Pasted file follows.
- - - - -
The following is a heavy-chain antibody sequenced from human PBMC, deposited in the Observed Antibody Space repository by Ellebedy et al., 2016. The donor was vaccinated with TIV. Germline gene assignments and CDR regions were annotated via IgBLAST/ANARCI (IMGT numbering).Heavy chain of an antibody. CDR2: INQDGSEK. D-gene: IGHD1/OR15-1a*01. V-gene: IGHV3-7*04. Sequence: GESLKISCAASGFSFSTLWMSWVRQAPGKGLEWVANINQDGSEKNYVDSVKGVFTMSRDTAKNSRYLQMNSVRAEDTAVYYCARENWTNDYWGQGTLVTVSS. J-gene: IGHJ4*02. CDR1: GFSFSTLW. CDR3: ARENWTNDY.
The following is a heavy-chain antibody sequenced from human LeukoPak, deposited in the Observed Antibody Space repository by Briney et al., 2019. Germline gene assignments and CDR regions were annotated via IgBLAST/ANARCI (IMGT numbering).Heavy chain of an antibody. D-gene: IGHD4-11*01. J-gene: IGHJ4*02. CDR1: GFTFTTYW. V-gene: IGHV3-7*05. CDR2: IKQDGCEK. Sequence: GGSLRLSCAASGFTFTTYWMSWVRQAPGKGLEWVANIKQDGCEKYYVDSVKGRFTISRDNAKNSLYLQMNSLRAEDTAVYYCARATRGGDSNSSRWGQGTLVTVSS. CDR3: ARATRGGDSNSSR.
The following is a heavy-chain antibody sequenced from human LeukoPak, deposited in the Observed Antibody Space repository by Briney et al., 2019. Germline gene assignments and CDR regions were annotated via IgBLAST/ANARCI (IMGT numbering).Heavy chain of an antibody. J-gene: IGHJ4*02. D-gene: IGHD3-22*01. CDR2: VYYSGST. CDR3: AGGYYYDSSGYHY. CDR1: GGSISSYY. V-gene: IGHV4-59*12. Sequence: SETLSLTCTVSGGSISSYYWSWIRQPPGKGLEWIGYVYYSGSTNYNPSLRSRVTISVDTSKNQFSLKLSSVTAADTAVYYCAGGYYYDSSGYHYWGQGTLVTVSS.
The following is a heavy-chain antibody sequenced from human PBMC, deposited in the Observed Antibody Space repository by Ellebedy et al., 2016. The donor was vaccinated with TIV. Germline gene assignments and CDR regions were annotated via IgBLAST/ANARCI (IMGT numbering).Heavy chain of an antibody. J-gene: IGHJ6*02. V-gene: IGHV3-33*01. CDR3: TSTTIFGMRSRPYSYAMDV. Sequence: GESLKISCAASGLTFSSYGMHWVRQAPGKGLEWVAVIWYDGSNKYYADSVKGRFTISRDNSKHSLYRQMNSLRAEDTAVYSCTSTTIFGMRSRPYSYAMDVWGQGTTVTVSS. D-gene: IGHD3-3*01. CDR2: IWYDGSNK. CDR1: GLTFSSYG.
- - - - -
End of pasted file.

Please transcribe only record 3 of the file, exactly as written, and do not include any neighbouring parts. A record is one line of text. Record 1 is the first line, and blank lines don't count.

The following is a heavy-chain antibody sequenced from human LeukoPak, deposited in the Observed Antibody Space repository by Briney et al., 2019. Germline gene assignments and CDR regions were annotated via IgBLAST/ANARCI (IMGT numbering).Heavy chain of an antibody. J-gene: IGHJ4*02. D-gene: IGHD3-22*01. CDR2: VYYSGST. CDR3: AGGYYYDSSGYHY. CDR1: GGSISSYY. V-gene: IGHV4-59*12. Sequence: SETLSLTCTVSGGSISSYYWSWIRQPPGKGLEWIGYVYYSGSTNYNPSLRSRVTISVDTSKNQFSLKLSSVTAADTAVYYCAGGYYYDSSGYHYWGQGTLVTVSS.